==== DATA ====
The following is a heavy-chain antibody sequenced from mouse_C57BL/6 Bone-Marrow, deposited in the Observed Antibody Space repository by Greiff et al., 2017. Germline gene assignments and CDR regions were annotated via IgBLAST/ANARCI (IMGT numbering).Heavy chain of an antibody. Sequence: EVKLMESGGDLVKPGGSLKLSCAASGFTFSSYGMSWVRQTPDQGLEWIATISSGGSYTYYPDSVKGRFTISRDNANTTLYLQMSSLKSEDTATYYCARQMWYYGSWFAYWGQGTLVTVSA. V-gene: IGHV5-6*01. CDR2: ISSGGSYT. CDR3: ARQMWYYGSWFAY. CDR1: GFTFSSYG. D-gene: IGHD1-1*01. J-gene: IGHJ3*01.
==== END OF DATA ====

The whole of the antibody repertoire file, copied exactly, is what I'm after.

The following is a heavy-chain antibody sequenced from mouse_C57BL/6 Bone-Marrow, deposited in the Observed Antibody Space repository by Greiff et al., 2017. Germline gene assignments and CDR regions were annotated via IgBLAST/ANARCI (IMGT numbering).Heavy chain of an antibody. Sequence: EVKLMESGGDLVKPGGSLKLSCAASGFTFSSYGMSWVRQTPDQGLEWIATISSGGSYTYYPDSVKGRFTISRDNANTTLYLQMSSLKSEDTATYYCARQMWYYGSWFAYWGQGTLVTVSA. V-gene: IGHV5-6*01. CDR2: ISSGGSYT. CDR3: ARQMWYYGSWFAY. CDR1: GFTFSSYG. D-gene: IGHD1-1*01. J-gene: IGHJ3*01.